Case Histories is advertised by the BBC as "an unusual take on the detective genre". And unusual it is if you have never seen The Rockford Files, Shoestring or The Lincoln Lawyer, all of which feature investigators with dysfunctional private lives but a genius for their work.
Isaacs may be a nice Jewish boy from Liverpool but he puts in a convincing shift as the ex-army, ex-police Yorkshireman Jackson Brodie, in this engaging adaptation of Kate Atkinson's novels.
The first mystery we have to solve is how a drama set in Edinburgh can run almost half an hour before we hear a Scottish accent. This irritation apart, the action and intrigue is offset nicely by Isaacs's engaging presence, and a literate, often funny script.
Despite his personal life falling apart, Brodie is a fine figure of a man (Isaacs has clearly spent plenty of time in the gym in preparation for the part). Producer Ashley Pharoah has him stripped to the waste at every opportunity. It does not take long for the ladies to notice - Brodie would have solved his caseload much more quickly if he had not been fending off the advances of multiple females. There was the actress, the former colleague and the woman who couldn't get an appointment so thought she would go for a one-night stand instead.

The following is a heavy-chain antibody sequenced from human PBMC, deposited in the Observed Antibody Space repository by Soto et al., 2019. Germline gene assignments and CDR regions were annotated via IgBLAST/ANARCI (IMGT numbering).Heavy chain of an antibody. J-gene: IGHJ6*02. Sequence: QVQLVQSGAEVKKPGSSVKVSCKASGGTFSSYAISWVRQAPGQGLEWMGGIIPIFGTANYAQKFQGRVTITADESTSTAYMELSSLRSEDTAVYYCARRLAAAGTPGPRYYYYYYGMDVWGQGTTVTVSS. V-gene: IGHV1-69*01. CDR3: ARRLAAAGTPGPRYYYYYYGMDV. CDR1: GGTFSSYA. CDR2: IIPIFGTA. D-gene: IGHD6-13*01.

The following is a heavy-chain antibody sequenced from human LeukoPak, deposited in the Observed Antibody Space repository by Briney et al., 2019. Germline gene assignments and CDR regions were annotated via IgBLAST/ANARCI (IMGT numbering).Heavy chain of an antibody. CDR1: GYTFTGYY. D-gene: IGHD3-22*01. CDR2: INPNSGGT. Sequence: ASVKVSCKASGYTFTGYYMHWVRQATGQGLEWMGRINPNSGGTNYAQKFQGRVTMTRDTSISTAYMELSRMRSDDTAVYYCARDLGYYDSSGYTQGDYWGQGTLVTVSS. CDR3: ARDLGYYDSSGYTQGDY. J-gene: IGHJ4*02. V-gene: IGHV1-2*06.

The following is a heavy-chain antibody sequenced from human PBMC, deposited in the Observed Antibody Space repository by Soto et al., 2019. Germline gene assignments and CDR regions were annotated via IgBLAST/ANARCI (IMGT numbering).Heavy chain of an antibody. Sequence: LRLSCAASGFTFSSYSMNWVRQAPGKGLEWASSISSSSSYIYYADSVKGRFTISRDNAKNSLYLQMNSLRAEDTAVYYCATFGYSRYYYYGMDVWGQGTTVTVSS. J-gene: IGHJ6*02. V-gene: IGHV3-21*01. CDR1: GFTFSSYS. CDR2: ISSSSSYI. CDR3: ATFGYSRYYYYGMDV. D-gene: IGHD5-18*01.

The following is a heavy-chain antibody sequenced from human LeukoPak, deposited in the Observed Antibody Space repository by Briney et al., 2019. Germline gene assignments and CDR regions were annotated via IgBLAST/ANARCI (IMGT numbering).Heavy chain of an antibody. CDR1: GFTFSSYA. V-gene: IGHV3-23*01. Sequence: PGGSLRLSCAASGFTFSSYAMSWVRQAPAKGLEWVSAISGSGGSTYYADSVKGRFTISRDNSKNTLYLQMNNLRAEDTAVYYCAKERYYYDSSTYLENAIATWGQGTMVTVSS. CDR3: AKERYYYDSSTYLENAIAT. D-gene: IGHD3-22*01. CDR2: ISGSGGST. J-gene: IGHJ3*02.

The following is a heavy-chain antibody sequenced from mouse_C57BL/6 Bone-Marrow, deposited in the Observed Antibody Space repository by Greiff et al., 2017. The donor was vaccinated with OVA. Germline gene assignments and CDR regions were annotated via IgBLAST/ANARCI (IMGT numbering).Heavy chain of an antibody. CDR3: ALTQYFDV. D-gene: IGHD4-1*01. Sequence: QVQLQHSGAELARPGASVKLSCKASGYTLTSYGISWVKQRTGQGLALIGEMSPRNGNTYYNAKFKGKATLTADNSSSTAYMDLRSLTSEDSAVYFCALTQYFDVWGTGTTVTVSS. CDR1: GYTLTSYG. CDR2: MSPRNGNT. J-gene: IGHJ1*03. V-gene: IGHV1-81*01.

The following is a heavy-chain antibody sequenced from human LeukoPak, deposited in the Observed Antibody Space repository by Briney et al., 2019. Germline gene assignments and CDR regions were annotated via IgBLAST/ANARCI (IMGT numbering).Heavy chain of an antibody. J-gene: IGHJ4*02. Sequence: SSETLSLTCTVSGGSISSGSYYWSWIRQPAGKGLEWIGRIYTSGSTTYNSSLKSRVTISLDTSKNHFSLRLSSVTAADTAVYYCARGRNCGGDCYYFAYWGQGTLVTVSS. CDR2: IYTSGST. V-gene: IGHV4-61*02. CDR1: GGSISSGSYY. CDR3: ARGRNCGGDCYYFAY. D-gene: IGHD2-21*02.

Ultimately he had just enough time to solve a disappearance unsolved for 30 years, to find the murderer of a teenage girl and to locate a missing teenager.
Such was amiability and eccentricity of the characters and the beauty of the Edinburgh settings that you almost forgot that we managed to wade through killings, child abuse, two assaults and a little adultery, all before the 10 o'clock news.
It might not be in the Downton Abbey class but Case Histories makes for great Sunday (and Monday) night viewing.